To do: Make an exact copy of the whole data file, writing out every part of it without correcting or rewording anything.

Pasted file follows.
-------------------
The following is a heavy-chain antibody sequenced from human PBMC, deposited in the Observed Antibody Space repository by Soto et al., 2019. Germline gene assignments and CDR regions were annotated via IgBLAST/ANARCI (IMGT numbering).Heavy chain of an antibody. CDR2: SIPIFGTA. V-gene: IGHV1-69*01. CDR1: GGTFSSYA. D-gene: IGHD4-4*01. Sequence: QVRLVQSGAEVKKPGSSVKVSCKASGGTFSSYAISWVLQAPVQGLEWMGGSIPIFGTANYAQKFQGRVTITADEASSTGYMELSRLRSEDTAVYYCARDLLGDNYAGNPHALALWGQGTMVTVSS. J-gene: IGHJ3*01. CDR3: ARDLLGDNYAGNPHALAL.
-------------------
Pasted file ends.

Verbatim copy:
The following is a heavy-chain antibody sequenced from human PBMC, deposited in the Observed Antibody Space repository by Soto et al., 2019. Germline gene assignments and CDR regions were annotated via IgBLAST/ANARCI (IMGT numbering).Heavy chain of an antibody. CDR2: SIPIFGTA. V-gene: IGHV1-69*01. CDR1: GGTFSSYA. D-gene: IGHD4-4*01. Sequence: QVRLVQSGAEVKKPGSSVKVSCKASGGTFSSYAISWVLQAPVQGLEWMGGSIPIFGTANYAQKFQGRVTITADEASSTGYMELSRLRSEDTAVYYCARDLLGDNYAGNPHALALWGQGTMVTVSS. J-gene: IGHJ3*01. CDR3: ARDLLGDNYAGNPHALAL.